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SUVA, Fiji (Fiji Times, Aug. 9) - A group of Ba landowners who blocked a railway line for three weeks were yesterday in high spirits after the Native Land Trust Board announced their grievances had been resolved.

Spokesman for the landowners, Samuela Kautoga said the group was informed by the NLTB about the agreement with the Fiji Sugar Corporation over the land in question.

Kautoga said the FSC had agreed to pay the landowners $10,000 [US$5,815] for each hectare of land being used.

He said the annual rental fees had been increased from $3.77 [US$2.19] per year to $650 [US$377.9] per year.

The landowners of Sorokoba Village had sealed off a railway track running through their land on July 11 after FSC refused to renew the lease, which had expired in March, on terms it had already agreed to.

The FSC asked NLTB to review the proposed lease term of 50 years to seven years.

The High Court in Lautoka was told yesterday that the FSC had agreed to the 50-year lease.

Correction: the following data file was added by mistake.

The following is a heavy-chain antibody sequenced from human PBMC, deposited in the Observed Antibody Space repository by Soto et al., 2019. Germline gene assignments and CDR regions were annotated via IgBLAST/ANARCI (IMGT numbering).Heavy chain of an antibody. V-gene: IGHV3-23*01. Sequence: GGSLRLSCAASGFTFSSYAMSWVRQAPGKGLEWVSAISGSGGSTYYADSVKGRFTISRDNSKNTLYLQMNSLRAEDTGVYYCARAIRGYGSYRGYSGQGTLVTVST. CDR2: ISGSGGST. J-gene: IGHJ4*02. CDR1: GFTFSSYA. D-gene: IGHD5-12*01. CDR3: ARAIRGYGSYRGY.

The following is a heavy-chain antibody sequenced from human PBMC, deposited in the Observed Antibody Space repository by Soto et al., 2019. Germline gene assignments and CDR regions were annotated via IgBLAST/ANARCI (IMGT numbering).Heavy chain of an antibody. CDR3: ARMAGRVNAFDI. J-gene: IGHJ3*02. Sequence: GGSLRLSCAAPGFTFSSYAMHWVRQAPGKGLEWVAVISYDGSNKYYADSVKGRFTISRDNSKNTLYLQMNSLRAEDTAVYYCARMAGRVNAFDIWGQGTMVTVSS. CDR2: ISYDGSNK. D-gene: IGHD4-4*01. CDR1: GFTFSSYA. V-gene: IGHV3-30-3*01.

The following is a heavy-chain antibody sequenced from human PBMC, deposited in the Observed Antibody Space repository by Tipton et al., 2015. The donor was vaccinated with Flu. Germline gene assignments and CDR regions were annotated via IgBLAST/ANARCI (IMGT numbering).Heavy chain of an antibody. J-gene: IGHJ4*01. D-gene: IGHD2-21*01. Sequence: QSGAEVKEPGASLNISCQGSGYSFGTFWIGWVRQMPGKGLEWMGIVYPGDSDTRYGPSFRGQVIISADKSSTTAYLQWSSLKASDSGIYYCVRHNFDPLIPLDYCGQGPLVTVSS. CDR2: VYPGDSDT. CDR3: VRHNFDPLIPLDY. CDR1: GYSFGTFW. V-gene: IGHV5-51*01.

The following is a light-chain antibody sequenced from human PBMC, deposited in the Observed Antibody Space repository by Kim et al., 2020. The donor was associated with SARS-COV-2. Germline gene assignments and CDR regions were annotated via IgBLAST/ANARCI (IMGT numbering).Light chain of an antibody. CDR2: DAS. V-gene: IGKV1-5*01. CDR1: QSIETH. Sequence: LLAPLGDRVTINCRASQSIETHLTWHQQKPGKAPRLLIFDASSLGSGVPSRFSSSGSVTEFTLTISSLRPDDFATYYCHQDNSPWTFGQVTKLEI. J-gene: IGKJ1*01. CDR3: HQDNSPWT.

Mosese Naivalu, who represented the landowners, said they were happy with the negotiations between NLTB and FSC.

Naivalu confirmed that the parties had agreed to a 50-year lease.

He said the issue of a goodwill payment, believed to be in the range of $60,000 [US$34,890], was still being discussed. When the parties appeared before Justice John Connors at the High Court in Lautoka yesterday, NLTB lawyer Kitione Vuataki said the parties had reached an agreement, except for a few formalities that were left to be finalized.

Vuataki said negotiations had gone well with FSC especially since the landowners had shown goodwill by giving the board consent to carry out negotiations on their behalf.

Vuataki asked for time so all the details could be finalized before being presented to the court.

FSC lawyer, Faizal Hanif echoed the sentiments of Vuataki, saying both sides would have all the arrangements prepared by August 22.

Meanwhile, Shalend Krishna, who represented the Sugar Cane Growers Council, asked that a high court injunction granted on July 31 be upheld until the final agreement was presented in court.

Krishna said the Council had first sought the injunction so that the parties would begin negotiations.

He said it would be appropriate that the injunction remained until everything was finalized.

But Justice Connors said there was no point in the injunction remaining since the landowners had cleared the railway tracks.

However, he said even though the injunction was being lifted, it did not allow the landowners to carry out such unlawful acts.

Justice Connors said they were not allowed to take the law into their own hands, as there were legal proceedings to resolve the dispute.

August 10, 2006

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